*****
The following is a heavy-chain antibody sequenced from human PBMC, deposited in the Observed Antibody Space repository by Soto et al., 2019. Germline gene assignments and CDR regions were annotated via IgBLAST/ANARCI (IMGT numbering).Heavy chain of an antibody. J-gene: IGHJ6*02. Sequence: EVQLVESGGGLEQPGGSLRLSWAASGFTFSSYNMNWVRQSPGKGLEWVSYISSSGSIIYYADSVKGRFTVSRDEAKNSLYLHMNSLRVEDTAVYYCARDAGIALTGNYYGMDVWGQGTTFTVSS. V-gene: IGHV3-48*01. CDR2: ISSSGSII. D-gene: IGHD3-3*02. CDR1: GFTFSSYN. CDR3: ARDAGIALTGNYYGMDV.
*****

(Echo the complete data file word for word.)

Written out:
The following is a heavy-chain antibody sequenced from human PBMC, deposited in the Observed Antibody Space repository by Soto et al., 2019. Germline gene assignments and CDR regions were annotated via IgBLAST/ANARCI (IMGT numbering).Heavy chain of an antibody. J-gene: IGHJ6*02. Sequence: EVQLVESGGGLEQPGGSLRLSWAASGFTFSSYNMNWVRQSPGKGLEWVSYISSSGSIIYYADSVKGRFTVSRDEAKNSLYLHMNSLRVEDTAVYYCARDAGIALTGNYYGMDVWGQGTTFTVSS. V-gene: IGHV3-48*01. CDR2: ISSSGSII. D-gene: IGHD3-3*02. CDR1: GFTFSSYN. CDR3: ARDAGIALTGNYYGMDV.